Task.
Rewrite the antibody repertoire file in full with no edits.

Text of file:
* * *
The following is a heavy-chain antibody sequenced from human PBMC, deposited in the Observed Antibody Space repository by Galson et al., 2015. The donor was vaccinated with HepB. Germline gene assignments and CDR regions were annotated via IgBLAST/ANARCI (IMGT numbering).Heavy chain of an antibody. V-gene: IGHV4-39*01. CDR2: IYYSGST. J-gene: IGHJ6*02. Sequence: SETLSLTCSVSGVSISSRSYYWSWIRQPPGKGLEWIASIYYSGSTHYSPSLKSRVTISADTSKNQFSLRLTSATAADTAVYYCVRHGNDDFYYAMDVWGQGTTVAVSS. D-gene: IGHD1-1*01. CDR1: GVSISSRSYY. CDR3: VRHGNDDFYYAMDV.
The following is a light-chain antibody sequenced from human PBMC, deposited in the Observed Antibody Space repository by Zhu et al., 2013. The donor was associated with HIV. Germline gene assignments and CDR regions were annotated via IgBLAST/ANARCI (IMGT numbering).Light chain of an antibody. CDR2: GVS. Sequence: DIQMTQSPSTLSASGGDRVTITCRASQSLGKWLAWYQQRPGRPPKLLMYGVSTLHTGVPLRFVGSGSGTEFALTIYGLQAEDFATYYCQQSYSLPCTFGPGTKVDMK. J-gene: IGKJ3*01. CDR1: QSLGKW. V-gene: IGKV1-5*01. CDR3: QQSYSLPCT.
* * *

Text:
The following is a heavy-chain antibody sequenced from human PBMC, deposited in the Observed Antibody Space repository by Galson et al., 2015. The donor was vaccinated with HepB. Germline gene assignments and CDR regions were annotated via IgBLAST/ANARCI (IMGT numbering).Heavy chain of an antibody. V-gene: IGHV4-39*01. CDR2: IYYSGST. J-gene: IGHJ6*02. Sequence: SETLSLTCSVSGVSISSRSYYWSWIRQPPGKGLEWIASIYYSGSTHYSPSLKSRVTISADTSKNQFSLRLTSATAADTAVYYCVRHGNDDFYYAMDVWGQGTTVAVSS. D-gene: IGHD1-1*01. CDR1: GVSISSRSYY. CDR3: VRHGNDDFYYAMDV.
The following is a light-chain antibody sequenced from human PBMC, deposited in the Observed Antibody Space repository by Zhu et al., 2013. The donor was associated with HIV. Germline gene assignments and CDR regions were annotated via IgBLAST/ANARCI (IMGT numbering).Light chain of an antibody. CDR2: GVS. Sequence: DIQMTQSPSTLSASGGDRVTITCRASQSLGKWLAWYQQRPGRPPKLLMYGVSTLHTGVPLRFVGSGSGTEFALTIYGLQAEDFATYYCQQSYSLPCTFGPGTKVDMK. J-gene: IGKJ3*01. CDR1: QSLGKW. V-gene: IGKV1-5*01. CDR3: QQSYSLPCT.